In fact, It’s already been removed from the Tower of London to get it ready for the new monarch. As well as the 444-gemmed piece, there's an even more symbolic item of headwear that's a non-negotiable for Charles.
And that non-negotiable piece that Charles must wear is the Imperial State Crown. The diamond-encrusted crown is arguably the one most associated with the late Elizabeth. Not only did she wear it at her coronation, but it was also placed on her coffin for her State Funeral. It’s one of the “newer” royal crowns, since it was only made in 1937 — but it truly is an utterly remarkable creation.
The crown itself is made of a gold frame, encrusted with 2868 diamonds, and is steeped in history. From the sapphire that's rumored to to have been smuggled by James II, to the legend of The Black Prince's Ruby, the crown atop Charles' head come coronation day will be heavy in more ways than one.
Also like Elizabeth, Charles' wardrobe on the day will be made up of a grand total of six robes — one for each stage of the coronation. The names of these, in order of appearance, are as follows: the recognition, the oath, the anointing, the investiture, the enthronement, and the homage. A couple of these robes will be historic pieces, but most of them will have been made especially for Charles.
Other items, of varying weirdness, may have to be made for the new King too. One of the best examples? A traditional food enjoyed by the royals at special events is the less-than-appetizing lamprey pie.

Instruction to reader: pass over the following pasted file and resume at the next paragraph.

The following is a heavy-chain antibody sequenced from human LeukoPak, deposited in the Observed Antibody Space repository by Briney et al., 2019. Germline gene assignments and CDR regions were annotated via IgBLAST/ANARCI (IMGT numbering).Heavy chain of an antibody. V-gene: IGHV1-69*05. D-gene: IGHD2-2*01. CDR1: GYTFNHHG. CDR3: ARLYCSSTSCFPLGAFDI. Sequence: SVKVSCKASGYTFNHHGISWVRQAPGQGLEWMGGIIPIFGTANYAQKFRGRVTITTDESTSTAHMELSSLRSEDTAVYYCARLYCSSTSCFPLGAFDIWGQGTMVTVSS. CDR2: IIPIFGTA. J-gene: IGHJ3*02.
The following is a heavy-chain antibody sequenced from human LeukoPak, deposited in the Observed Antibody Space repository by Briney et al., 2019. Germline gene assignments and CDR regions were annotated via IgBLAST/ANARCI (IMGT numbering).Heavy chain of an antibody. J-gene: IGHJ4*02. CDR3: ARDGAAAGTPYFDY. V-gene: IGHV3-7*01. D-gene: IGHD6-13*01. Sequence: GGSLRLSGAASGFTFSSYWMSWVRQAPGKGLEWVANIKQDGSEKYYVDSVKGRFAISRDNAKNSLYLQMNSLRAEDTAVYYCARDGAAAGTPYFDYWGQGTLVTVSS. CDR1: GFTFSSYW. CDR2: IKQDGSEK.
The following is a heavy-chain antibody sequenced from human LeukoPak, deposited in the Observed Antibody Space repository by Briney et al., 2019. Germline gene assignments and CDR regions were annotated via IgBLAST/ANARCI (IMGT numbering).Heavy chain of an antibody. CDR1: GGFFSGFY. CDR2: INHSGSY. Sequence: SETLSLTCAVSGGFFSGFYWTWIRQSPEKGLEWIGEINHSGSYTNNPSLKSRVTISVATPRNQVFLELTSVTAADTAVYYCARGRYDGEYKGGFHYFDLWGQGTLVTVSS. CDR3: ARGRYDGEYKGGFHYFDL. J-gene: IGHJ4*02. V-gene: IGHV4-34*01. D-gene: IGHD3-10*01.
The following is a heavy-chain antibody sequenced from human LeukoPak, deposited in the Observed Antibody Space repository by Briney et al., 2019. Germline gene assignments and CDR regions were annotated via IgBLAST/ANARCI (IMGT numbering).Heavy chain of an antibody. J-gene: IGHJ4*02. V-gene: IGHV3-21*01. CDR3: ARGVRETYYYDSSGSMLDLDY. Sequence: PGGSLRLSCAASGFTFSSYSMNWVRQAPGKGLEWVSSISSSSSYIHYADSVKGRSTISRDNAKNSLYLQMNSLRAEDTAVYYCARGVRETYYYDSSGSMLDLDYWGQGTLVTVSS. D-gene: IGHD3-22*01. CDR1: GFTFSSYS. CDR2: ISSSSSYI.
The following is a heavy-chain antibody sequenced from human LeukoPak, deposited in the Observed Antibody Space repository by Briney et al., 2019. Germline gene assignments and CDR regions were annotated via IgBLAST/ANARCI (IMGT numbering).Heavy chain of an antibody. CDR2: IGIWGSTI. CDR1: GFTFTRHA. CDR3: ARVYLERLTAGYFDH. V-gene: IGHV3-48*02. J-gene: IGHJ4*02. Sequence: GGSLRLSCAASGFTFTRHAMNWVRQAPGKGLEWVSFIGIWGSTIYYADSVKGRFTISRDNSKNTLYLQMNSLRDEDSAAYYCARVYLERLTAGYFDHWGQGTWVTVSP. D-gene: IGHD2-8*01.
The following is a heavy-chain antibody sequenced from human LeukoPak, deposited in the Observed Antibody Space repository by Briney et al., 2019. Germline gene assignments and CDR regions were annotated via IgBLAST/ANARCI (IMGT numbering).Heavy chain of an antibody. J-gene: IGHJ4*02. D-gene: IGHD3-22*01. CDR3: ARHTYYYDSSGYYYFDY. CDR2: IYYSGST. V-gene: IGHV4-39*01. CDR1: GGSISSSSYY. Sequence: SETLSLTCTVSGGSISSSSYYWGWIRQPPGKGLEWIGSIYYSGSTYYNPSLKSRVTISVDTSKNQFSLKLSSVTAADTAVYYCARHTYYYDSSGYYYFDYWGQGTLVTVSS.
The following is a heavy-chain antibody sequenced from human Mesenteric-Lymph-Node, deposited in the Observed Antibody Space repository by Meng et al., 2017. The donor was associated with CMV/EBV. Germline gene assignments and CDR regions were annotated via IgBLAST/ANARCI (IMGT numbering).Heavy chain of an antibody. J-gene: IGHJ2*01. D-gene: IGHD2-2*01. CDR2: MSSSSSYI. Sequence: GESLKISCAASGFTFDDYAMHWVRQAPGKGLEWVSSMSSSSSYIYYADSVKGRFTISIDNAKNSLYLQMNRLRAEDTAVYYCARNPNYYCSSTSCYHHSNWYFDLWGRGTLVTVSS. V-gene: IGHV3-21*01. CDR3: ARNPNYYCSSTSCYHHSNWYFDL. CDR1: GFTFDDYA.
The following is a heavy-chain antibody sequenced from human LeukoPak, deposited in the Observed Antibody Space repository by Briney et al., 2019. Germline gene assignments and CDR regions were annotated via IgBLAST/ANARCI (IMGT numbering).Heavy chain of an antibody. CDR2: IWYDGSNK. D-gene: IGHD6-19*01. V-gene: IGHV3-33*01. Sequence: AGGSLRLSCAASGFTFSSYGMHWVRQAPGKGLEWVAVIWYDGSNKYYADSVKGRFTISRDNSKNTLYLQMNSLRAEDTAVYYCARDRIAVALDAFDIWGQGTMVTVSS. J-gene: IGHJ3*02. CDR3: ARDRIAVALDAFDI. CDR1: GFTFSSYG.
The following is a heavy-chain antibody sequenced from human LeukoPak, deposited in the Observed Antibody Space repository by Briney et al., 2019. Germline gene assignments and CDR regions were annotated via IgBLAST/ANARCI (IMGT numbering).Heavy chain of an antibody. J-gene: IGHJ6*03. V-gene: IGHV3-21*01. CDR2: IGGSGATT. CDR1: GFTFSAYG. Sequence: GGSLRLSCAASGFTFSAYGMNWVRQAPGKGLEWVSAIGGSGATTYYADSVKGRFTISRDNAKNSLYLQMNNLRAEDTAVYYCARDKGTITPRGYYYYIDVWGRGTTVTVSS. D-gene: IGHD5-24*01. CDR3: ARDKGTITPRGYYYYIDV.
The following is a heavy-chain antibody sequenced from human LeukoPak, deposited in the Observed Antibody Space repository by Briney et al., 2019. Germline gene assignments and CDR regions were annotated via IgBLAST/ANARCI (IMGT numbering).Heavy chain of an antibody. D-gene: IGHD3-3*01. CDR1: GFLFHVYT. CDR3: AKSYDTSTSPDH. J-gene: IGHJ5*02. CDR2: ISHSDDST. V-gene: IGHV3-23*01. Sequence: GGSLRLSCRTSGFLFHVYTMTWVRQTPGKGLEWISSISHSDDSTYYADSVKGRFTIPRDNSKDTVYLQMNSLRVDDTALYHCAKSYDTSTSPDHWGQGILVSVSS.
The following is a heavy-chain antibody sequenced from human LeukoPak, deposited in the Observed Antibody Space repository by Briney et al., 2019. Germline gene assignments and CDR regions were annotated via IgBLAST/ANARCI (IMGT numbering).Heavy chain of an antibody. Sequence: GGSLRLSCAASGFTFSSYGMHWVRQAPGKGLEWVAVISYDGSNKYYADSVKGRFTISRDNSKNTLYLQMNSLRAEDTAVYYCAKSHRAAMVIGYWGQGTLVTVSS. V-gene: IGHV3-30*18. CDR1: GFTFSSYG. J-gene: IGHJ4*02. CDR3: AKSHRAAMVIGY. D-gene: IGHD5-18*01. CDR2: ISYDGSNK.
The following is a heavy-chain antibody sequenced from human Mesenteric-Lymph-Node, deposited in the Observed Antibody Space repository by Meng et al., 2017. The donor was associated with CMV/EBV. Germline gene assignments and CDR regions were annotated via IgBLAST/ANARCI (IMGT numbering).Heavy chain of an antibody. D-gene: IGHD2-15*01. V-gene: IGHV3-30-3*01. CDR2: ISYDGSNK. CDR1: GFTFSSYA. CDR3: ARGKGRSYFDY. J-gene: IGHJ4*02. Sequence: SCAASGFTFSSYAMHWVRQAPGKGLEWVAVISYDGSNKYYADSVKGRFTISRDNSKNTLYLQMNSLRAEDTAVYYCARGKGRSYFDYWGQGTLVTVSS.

The lamprey pie is a delicacy that most people would probably rather avoid. The pastry is filled with the meat from an eel-like fish called a lamprey. And if you've never seen one, then count yourself lucky! Not only are they a parasitic species, but their suction-cup mouths are ringed with circular rows of razor-sharp teeth. Despite their blood-curdling appearance, they were a royally-regarded speciality in the United Kingdom for centuries.
So, as tradition dictated, these pies were provided at both the Queen’s 2012 and 2017 jubilees… though her reaction to them has sadly not been recorded. Charles will have more things to worry about at the coronation beyond weird pies, though.
King and Queen
For starters, his spouse will be crowned alongside him, something Elizabeth never had to deal with. Prince Philip was a male consort, so the rules were different: rather than getting a crown, he simply had to pledge to be “liege man of life and limb” to his wife. But Camilla will be Queen Consort, so she gets a crown as well. But which crown will that be?
Well, predictions indicate that there could be some controversy ahead there. Some royal experts have suggested that she might wear the Queen Mother’s Koh-i-Noor crown, named after a diamond with a very unpleasant backstory.
The Koh-i-Noor diamond is one of the most famous jewels in the world, and once upon a time, it belonged to Queen Victoria. But if we look back, the famed diamond hasn't always been in the clutches of the British Royal family. In fact, it has a darkly complicated and bloody past that paints a worryingly grim portrait. The first mentions of the Koh-i-Noor's purportedly true origins popped up back in 1628.
Nestled inside the heart of a peacock, the jewel was the prominent focal point of the Mughal emperor Shah Jahan's throne. Queen Victoria, however, was given the diamond during the time of British colonial rule in India. Snd for a long time now, India has demanded its return.